Also today, Shane Warne used the phrase ‘absolutely salmon trout’ to mean ‘out’. Combine this with all his talk of cherries, poles and globes and it’s obvious that the man is somehow entirely unfamiliar with the language of cricket.15 Appeals
At the start of the tournament, we highlighted a weakness of South Africa’s – the fact that their batting order “quite quickly becomes a little bit Farhaan Behardien”. This weekend, it just as quickly became a little bit Wayne Parnell. That’s a long tail.
South Africa’s best batsmen are so good it rather distracts from the fact that their batting as a whole isn’t quite so all-conquering. If you can find a way to dispatch Hashim Amla and AB de Villiers, they’re a surprisingly vulnerable side. But how exactly do you get rid of those pair? Well, in de Villiers’ own words: “You feel the pressure chasing 300 plus so you take on shots that you might not normally take on and you go for second runs you might not normally go for.”
It’s what was once known as ‘scoreboard pressure’ before that phrase came to mean little more than ‘a big score’. The two aren’t the same. Sometimes chasing 300 is easy. Sometimes chasing 250 is hard. You only really feel the pressure when you’re chasing a score that is – and we hate ourself for saying this – above par.
Chasing 300 is also a great deal easier when your best batsmen are in during the final 10 overs. This period of the game appears to have become disproportionately influential in one-day cricket since the introduction of two new balls and the changes to fielding restrictions with teams routinely scoring at 10, 12, even 15 an over.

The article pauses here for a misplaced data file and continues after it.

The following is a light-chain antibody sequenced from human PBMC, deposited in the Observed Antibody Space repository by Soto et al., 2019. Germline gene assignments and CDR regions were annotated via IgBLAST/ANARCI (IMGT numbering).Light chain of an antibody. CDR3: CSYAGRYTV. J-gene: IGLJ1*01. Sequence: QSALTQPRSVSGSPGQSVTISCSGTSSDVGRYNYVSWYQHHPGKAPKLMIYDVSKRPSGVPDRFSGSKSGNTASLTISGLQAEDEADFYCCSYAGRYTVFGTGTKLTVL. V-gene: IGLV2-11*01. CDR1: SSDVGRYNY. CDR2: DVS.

Against Zimbabwe, South Africa made 28 in the first 10 overs of the match and 146 in the last 10. That puts a lot of emphasis on what commentators call ‘the back end of the innings’ (and which we will therefore refer to as being ‘the arse of the innings’).
In that instance, it was David Miller and JP Duminy, numbers five and number six, doing the damage. However, it wouldn’t have worked out quite the same if they’d entered that period with Wayne Parnell at the crease (Farhaan Behardien was actually number seven in that game, but you get what we’re saying). You could even argue that just one extra wicket in the first 40 overs of the game could have cost almost 100 runs.
One of the odd things about the arse of the innings being so significant is that it is leading a lot of teams to pick five specialist bowlers, rather than relying on part-timers. This means that it’s often the number seven and number eight batsmen who are making way for out-and-out bowlers – in short, the very people who are highly likely to find themselves at the crease in the final 10 overs. This exaggerates things further.
India find themselves in a slightly odd position in that they have two strong lower order batsmen in Ravindra Jadeja and R Ashwin who are both spinners. If they can keep them in the team, the batsmen have a nice safety blanket. But without them, you could excuse a few jitters and it’s possible the top order might play more conservatively to ensure the right men are around for the arse of the innings.
Australia, bizarrely, have gone the opposite way to a lot of teams and picked great swathes of batsmen-who-bowl and bowlers-who-bat. Sometimes it’s just good fortune that their best bowlers are also decent batsmen (Mitchells Johnson and Starc) and that their best batsmen also bowl (Steve Smith) but they’ve also been keen to play all-rounders like James Faulkner and Mitchell Marsh. The upshot is that while their top order isn’t quite so spectacular, it never really ends, so there’ll always be someone to exploit the arse (of the innings).
England’s latest match, against Scotland, was also an arse tale (as opposed to an arse tail). In a World Cup in which a three figure score from the last 10 overs is pretty much standard, they hobbled from 130-0 after 30 overs to 303-8 in 50. Basically, they scored in 20 overs not much more than a lot of sides would have been aiming for in 10.33 Appeals